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Military turns page on oft criticized support unit for ill, injured troops


OTTAWA – The Canadian military is turning the page on its oft-criticized unit for ill and injured troops, including those struggling with psychological trauma, as it promises to better care for personnel as they leave the Forces.

During an elaborate military ceremony on Monday, the Joint Personnel Support Unit was effectively rolled into a new transition unit that top brass say will solve some of the Forces’ most pressing human-resources problems.

The transition unit will provide support and services to military members struggling with physical and mental injuries so they can return to work, or begin the often emotionally difficult process of leaving the Forces.

The previous support unit was set up during the war in Afghanistan for exactly that purpose, but was plagued with staff shortages, poor training and a revolving door of senior officers at the top.

The result was a litany of complaints and a perceived failure to help service member in need – particularly as the majority of those sent to the unit ended up forced out of the military because of their injuries rather than being healed.

One of those was retired corporal Lionel Desmond, an Afghan war veteran who fatally shot his mother Brenda, his wife Shanna and their 10-year-daughter Aaliyah in their rural Nova Scotia home in January 2017.

The decision to roll the previous support unit into the new transition unit amounts to a rebranding of sorts as troops will still be able to seek assistance at 24 pre-existing centres on major bases and eight satellite offices in communities.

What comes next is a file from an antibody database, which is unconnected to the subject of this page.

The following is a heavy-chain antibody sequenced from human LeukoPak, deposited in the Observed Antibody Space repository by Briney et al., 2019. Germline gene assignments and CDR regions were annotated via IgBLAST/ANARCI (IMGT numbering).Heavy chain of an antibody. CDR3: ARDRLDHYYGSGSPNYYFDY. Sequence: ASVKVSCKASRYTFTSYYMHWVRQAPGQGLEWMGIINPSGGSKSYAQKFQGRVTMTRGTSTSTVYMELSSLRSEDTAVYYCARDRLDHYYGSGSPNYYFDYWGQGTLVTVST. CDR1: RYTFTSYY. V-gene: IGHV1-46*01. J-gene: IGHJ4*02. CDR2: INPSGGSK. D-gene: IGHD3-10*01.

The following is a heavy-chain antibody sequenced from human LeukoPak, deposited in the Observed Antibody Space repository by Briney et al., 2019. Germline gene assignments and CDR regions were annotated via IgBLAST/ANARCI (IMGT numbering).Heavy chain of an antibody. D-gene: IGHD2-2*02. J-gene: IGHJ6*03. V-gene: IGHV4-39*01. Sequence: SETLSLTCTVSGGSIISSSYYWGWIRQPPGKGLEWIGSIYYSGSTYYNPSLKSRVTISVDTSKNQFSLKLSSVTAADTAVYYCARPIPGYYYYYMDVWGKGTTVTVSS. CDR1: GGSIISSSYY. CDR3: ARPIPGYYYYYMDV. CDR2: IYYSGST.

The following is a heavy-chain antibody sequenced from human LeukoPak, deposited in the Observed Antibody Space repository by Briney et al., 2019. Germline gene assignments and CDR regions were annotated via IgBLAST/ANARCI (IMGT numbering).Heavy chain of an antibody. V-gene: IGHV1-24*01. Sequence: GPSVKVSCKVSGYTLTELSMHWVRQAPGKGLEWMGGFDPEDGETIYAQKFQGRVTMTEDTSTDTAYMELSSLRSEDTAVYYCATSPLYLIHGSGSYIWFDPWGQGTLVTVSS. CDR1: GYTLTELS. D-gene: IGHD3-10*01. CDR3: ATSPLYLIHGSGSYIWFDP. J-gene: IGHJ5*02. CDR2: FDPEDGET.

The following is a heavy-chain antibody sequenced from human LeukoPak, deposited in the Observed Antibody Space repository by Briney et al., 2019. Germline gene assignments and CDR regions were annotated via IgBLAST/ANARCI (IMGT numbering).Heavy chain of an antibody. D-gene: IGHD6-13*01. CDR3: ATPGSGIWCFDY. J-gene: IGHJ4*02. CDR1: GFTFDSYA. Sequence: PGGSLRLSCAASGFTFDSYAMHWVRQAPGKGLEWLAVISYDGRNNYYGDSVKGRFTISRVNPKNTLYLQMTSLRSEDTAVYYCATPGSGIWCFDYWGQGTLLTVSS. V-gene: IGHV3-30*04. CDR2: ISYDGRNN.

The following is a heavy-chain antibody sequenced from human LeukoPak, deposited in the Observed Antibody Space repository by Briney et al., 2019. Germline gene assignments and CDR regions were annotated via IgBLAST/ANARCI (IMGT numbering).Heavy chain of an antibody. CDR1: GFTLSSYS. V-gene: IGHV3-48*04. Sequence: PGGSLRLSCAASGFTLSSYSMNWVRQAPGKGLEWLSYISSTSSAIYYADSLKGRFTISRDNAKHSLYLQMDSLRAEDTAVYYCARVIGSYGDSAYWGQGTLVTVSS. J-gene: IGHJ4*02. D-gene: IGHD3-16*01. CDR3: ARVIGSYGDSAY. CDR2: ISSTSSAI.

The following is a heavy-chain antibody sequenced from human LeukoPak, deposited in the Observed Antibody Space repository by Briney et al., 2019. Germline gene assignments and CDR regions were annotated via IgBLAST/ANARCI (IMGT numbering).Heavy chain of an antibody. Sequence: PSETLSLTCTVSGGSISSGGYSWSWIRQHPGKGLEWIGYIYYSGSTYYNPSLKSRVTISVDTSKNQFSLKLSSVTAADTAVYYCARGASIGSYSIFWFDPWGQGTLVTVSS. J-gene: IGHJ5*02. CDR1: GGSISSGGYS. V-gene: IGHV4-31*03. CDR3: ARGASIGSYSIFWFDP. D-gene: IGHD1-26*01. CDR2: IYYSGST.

Brig.-Gen. Mark Misener, the head of the transition unit, says “our main effort will remain taking care of our ill and injured people – so that has not changed.”

Where things are different is that the support unit will now be one part of a larger structure aimed at smoothing the jarring experience many service members face as they move between different stages of their careers.

No experience is more jarring for many military personnel than when they hang up their uniforms, particularly if the move is forced upon them because of injuries or illness.

“Being part of the Armed Forces gives us a sense of purpose,” defence chief Gen. Jonathan Vance said during Monday’s ceremony. “From the moment that we join, we know we are part of a family, part of something larger than ourselves. It can be hard to even conceive of what our lives will become after the transition.”
Military commanders are promising the new transition unit will help ensure none of the roughly 10,000 service members who leave the Forces annually falls through the cracks, which has been a serious problem.

Those cracks have been blamed for the number of homeless veterans as well as some of the dozens of suicides that have rocked the military in recent years.

New websites, training and other material aimed at easing the move from military to civilian life will be rolled out right away, while a pilot project will be launched at Canadian Forces Base Borden in Ontario to look at future improvements.

“We’ve launched a number of useful tools to raise awareness and information for family members and the military folks,” Misener said after the ceremony. “All of the resources that we need to do that are in place right now. As we continue to grow our capabilities, we will add. We will add people to make sure that we can handle the additional folks that will be required.”

Copyright (c) 2017 The Canadian Press